There's a rich world of lawless music out there, and numerous icons have long put Gretsch guitars to use in territory far beyond the Stray Cat Strut
Ahead are a few of our favourites from the worlds of rock, punk and grunge…
1. Tim Armstrong
The Californian punk was honoured with his own G5191BK signature hollowbody model in 2010 but it’s a battered 1971 Country Club that it was based on; a right-handed model flipped for southpaw Tim.
“To me, it sounds like a piano,” Tim told Gretsch. “Like, it’s full-bodied and thick. I hear the chords as if I’m playing a piano. That’s just a simple way for me to explain it.”
Hear: Life Won't Wait (1998)
2. George Harrison
The Beatle dubbed his 1957 Duo Jet G6128 his ‘first real decent guitar’ and it was indeed a massive step up from his Futurama when he saw a newspaper advert for what was an extremely rare find in 1961 Liverpool.
He eventually paid £70 (with an extra £20 on IOU) and the Duo Jet served him through the band’s hard-working Cavern Club and Hamburg days, and made a Gretsch fan for life out of George. A limited edition Tribute model was released in 2011.
Hear: Please Please Me (1963)
3. Patrick Stump
The Fall Out Boy frontman’s signature is packing three Mega’Tron humbuckers to power the band’s pop-rock, but throws in a couple of curveballs, too - its TV Jones-designed circuitry allows a two-position rotary switch for different combinations of the three pickups, and a two-position killswitch.
“When I’m playing live, I want to get as many tones as I can out of one instrument,” Stump told Gretsch. “This is the most versatile guitar I own and it’s everything I need in a guitar.”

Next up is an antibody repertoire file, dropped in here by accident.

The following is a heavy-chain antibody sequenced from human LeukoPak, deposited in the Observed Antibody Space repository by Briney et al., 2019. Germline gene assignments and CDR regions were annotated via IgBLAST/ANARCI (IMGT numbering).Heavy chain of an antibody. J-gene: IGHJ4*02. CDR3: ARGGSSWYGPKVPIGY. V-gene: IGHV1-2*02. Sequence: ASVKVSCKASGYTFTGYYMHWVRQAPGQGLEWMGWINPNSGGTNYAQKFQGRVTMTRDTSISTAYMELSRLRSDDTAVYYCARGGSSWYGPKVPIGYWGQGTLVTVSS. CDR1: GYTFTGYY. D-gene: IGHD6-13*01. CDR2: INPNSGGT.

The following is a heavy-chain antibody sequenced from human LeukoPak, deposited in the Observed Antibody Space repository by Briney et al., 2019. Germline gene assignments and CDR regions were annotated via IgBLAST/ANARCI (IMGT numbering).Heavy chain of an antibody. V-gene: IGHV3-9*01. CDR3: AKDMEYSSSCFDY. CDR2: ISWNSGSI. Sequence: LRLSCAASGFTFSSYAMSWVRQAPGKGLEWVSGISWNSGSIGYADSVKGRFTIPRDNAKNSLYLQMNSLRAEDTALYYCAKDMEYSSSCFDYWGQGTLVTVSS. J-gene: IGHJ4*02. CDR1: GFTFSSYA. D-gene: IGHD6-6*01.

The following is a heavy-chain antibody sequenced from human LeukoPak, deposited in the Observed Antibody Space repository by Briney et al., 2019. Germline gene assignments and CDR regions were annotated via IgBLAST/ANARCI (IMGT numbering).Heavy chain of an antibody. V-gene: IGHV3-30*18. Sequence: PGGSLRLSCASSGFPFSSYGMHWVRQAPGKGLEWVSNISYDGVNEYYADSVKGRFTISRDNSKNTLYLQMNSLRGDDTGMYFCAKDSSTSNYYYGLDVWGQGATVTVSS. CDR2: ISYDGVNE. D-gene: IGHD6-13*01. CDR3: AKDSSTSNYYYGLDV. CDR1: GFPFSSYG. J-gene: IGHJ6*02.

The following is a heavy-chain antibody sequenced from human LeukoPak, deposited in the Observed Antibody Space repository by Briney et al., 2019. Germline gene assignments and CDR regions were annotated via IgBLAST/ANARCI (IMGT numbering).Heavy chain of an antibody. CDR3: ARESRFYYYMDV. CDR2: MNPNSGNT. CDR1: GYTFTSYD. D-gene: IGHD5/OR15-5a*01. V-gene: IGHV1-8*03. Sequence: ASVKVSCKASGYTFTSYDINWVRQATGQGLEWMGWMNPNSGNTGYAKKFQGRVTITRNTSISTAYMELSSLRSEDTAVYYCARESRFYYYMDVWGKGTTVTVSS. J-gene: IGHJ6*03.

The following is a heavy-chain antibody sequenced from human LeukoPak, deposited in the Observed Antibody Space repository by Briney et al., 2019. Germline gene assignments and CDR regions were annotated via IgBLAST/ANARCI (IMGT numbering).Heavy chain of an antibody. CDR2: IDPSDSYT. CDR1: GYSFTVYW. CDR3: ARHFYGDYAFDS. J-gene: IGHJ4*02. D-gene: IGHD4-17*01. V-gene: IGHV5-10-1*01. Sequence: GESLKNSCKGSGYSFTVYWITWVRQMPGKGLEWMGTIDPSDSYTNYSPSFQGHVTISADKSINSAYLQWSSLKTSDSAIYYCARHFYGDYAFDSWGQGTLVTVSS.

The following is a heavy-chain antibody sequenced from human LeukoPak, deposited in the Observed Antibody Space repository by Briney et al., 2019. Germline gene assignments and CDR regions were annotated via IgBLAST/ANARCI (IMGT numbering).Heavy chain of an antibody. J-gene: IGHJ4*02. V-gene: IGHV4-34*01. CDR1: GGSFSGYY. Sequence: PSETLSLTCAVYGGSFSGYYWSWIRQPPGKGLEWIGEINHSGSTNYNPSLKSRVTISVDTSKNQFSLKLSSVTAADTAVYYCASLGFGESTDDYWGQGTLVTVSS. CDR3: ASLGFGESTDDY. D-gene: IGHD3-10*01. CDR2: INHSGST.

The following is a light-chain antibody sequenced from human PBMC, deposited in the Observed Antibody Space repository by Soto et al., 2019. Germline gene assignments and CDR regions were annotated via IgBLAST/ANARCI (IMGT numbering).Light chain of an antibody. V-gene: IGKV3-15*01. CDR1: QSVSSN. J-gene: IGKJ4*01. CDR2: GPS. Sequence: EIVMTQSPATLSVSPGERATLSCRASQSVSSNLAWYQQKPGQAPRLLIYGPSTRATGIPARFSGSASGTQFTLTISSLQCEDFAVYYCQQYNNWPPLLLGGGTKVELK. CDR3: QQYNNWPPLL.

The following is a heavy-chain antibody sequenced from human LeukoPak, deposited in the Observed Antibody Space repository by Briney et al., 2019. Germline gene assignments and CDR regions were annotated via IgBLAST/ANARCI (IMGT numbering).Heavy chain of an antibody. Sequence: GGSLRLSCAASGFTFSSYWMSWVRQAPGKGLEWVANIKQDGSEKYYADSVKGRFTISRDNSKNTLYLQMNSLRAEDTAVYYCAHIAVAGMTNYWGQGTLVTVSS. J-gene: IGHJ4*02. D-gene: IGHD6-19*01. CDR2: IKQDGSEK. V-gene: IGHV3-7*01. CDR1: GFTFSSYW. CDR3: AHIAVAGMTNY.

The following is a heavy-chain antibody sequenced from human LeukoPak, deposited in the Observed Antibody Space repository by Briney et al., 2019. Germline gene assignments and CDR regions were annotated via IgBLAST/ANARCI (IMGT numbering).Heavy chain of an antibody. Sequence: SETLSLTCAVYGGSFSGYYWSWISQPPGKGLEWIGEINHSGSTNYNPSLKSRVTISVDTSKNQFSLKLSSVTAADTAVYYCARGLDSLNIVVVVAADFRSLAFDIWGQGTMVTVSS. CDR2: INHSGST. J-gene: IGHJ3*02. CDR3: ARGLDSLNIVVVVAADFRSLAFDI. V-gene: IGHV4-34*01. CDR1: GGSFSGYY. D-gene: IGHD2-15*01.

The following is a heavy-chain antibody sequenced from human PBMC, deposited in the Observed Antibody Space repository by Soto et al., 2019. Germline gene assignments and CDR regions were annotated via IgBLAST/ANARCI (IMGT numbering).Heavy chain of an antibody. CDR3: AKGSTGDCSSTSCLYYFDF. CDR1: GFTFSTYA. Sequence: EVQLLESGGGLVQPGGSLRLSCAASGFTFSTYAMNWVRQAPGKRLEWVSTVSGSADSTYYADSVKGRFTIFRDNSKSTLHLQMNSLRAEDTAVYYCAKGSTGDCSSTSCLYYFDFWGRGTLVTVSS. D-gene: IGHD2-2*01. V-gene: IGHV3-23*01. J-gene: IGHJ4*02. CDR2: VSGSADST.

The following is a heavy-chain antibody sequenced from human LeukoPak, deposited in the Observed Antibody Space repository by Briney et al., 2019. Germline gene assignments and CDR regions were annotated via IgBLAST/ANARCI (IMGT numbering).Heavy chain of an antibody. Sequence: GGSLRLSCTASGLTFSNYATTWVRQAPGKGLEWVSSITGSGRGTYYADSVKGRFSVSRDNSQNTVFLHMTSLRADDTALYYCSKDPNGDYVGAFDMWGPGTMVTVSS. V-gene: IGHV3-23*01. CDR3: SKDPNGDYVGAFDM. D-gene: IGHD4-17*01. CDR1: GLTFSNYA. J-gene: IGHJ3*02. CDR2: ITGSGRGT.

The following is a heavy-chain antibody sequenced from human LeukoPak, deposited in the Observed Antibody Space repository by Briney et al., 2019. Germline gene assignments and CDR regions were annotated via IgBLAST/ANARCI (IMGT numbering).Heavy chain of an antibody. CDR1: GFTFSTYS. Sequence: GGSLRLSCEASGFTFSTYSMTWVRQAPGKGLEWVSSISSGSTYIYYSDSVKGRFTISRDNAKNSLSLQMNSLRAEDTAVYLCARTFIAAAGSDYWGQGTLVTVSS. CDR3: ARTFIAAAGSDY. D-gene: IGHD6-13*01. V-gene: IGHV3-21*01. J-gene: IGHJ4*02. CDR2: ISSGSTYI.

Hear: Soul Punk (2011)
4. Billy Duffy
Duffy’s mid-70s single-cut mono Falcon became a huge part of the seminal early Cult era, and has popped up frequently since.
It’s the Falcon we hear spreading its wings on She Sells Sanctuary’s expansive delayed riffs, and is the guitar his recent signature is based on, but with his preferred Bigsby tailpiece installed.
Hear: Love (1985)
5. Malcolm Young
The rhythm king rarely deviated from his 1963 double-cut Jet Firebird, even when his G6131MY model took flight in 1987.
The guitar was originally red when it was given to him by the band’s early producer, Harry Vanda, but stripped to the maple top around the ’77 Let There Be Rock tour.
The neck and middle pickups were also deemed surplus to requirements, and Malcolm stuck a sock into their cavities to reduce feedback.
Hear: If You Want Blood You’ve Got It (1978)
6. Chris Cornell
Cornell has proved the Duo Jet’s hard-rocking credentials with his 1989 reissue.
“I’ve been using it ever since Gary Lee Conner from the Screaming Trees gave it to me,” he told us in 2012. “That’s a guitar I used a lot for a specific texture I always like.”
As well as being put back into service for Soundgarden’s King Animal comeback album, its wholesome tones were employed for Superunknown’s classic Fell On Black Days.
Hear: King Animal (2012)
7. Neil Young
He’s best known for his 1953 ‘Old Black’ Les Paul, but Young has actually played plenty of Gretsches, indeed he traded a 6120 from his Buffalo Springfield days for that legendary Gibson.
Still, Gretsch remained ever-present in his career; Neil even introduced his old Springfield compadre Stephen Stills to White Falcons in Crosby, Stills, Nash & Young helping establish Gretsch with a new generation. Young’s long-owned rare 1961 White Falcon is still part of his rig to this day.
Hear: Déjà Vu (1970)
8. Richard Hawley
Hawley was gifted his first Gretsch (a Country Gent) by his dad, “The cadillac of guitars,” as Richard remembers fondly.
Today, there are a few Gretschs he treasures; several vintage 6120s and a 2003 Country Club he’s fond of due to the DynaSonic pickups – the sound of which, so says Richard, has “colossal testicles”…
Hear: Hollow Meadows (2015)
9. Jack White
White used a 1957 White Penguin at the end of The White Stripes, and loves the bass response of a Rancher Falcon acoustic.
But his most-used Gretsch is his White Penguin Billy-Bo model that he plays with the Dead Weather, and also featured in the video for Jack’s Bond theme, Another Way To Die.